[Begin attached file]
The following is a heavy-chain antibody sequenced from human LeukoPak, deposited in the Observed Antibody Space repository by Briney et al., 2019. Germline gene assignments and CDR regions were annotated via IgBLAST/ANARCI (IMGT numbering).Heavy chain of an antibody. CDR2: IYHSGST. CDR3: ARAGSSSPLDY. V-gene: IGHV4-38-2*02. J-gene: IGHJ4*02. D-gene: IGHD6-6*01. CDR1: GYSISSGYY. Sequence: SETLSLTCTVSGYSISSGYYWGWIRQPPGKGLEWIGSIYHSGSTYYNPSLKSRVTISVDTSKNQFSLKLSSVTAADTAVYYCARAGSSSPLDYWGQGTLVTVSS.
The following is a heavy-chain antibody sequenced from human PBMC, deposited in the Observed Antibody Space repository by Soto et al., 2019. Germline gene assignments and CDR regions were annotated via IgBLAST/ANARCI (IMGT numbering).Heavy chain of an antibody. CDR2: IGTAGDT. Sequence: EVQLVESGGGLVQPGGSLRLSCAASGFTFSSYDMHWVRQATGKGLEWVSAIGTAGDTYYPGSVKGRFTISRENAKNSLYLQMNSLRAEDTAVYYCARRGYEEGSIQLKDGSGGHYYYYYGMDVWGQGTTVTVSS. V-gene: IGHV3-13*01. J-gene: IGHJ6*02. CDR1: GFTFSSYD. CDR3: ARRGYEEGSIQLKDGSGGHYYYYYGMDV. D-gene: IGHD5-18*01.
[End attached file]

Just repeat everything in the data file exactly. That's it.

The following is a heavy-chain antibody sequenced from human LeukoPak, deposited in the Observed Antibody Space repository by Briney et al., 2019. Germline gene assignments and CDR regions were annotated via IgBLAST/ANARCI (IMGT numbering).Heavy chain of an antibody. CDR2: IYHSGST. CDR3: ARAGSSSPLDY. V-gene: IGHV4-38-2*02. J-gene: IGHJ4*02. D-gene: IGHD6-6*01. CDR1: GYSISSGYY. Sequence: SETLSLTCTVSGYSISSGYYWGWIRQPPGKGLEWIGSIYHSGSTYYNPSLKSRVTISVDTSKNQFSLKLSSVTAADTAVYYCARAGSSSPLDYWGQGTLVTVSS.
The following is a heavy-chain antibody sequenced from human PBMC, deposited in the Observed Antibody Space repository by Soto et al., 2019. Germline gene assignments and CDR regions were annotated via IgBLAST/ANARCI (IMGT numbering).Heavy chain of an antibody. CDR2: IGTAGDT. Sequence: EVQLVESGGGLVQPGGSLRLSCAASGFTFSSYDMHWVRQATGKGLEWVSAIGTAGDTYYPGSVKGRFTISRENAKNSLYLQMNSLRAEDTAVYYCARRGYEEGSIQLKDGSGGHYYYYYGMDVWGQGTTVTVSS. V-gene: IGHV3-13*01. J-gene: IGHJ6*02. CDR1: GFTFSSYD. CDR3: ARRGYEEGSIQLKDGSGGHYYYYYGMDV. D-gene: IGHD5-18*01.